Soy is actually good for your heart. One study suggests that eating foods that contain isoflavones (like soy products) every day may help young adults lower their blood pressure, particularly African-Americans. It is thought that the isoflavones work by encouraging your body to produce nitric oxide, which helps to dilate blood vessels and reduce the pressure created by blood against the vessel walls.

Whole soy foods contain high levels of healthy protein and fiber. Fiber helps to reduce bad cholesterol. Plus, soy is a much better source of protein for your heart than saturated-fat-rich animal-derived foods.

Two recent meta-analyses of randomized controlled trials indicated that isoflavones might exert cardiovascular benefits by improving vascular function in postmenopausal women.

Soy & Osteoporosis

The decline in estrogen production that accompanies menopause places middle-aged women at risk of osteopenia and osteoporosis. The measurement of bone mineral density (BMD) loss by dual-energy X-ray absorptiometry is generally used in the diagnosis of osteoporosis.
Compared to Caucasian women, the incidence of hip fractures tend to be lower among Asian women who are habitual soy food consumers, suggesting that long-term soy food consumption might protect against bone loss or osteoporotic fracture. Moreover, pooled analyses combining intervention trials in Caucasian and Asian postmenopausal women reported significant increases in BMD with supplemental soy isoflavones.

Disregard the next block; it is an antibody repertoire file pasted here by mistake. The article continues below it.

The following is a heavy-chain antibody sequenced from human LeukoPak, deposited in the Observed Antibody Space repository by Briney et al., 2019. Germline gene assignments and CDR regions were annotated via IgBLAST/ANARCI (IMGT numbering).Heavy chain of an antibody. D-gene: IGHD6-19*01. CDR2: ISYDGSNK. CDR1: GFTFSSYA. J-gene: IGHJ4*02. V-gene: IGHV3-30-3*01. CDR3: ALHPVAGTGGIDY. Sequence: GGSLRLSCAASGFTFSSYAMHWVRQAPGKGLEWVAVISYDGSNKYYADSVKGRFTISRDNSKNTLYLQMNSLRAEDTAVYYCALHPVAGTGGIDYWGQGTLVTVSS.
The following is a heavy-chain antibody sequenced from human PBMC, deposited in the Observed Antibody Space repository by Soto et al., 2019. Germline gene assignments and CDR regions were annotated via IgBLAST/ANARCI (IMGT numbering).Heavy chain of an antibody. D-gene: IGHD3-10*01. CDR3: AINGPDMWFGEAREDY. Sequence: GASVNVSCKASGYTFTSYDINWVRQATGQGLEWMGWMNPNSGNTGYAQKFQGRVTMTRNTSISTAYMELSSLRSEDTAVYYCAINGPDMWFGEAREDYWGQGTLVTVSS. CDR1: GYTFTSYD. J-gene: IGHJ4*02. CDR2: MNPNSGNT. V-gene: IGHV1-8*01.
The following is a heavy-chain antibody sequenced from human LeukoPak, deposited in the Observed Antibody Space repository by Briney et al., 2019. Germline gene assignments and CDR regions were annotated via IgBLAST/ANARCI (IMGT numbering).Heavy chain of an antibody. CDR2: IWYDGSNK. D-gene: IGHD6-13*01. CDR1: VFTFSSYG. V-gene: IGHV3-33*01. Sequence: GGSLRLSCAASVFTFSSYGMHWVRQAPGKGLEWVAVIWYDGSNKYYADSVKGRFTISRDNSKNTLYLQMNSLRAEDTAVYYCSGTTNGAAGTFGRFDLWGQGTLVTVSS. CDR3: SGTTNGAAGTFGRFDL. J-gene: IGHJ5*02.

Soy & Thyroid Function

The available research suggests that soy may not affect thyroid function, especially in those who have a normal thyroid.

However, soy may be dangerous for those who already have an existing thyroid problem and take medications for their thyroid. This is because soy products may interfere with how the body absorbs the medication in the GI tract, making it less effective. A general tip for those taking thyroid medication would be to wait a few hours between taking your thyroid medication and consuming any soy products as soy tends to alter how your intestines absorb the medication. Talk to your physician about soy and any thyroid medications you may be taking.

Soy Infant Formulas
Soy protein-based infant formulas are made from soy protein isolate and contain significant amounts of soy isoflavones.
The American Academy of Pediatrics (AAP) supports the use of soy protein isolate-based formula for normal growth and development of term infants whose needs are not being met by human milk or cow’s milk-based formulas. Soy protein-based formulas are especially indicated for infants with galactosemia and hereditary lactase deficiency.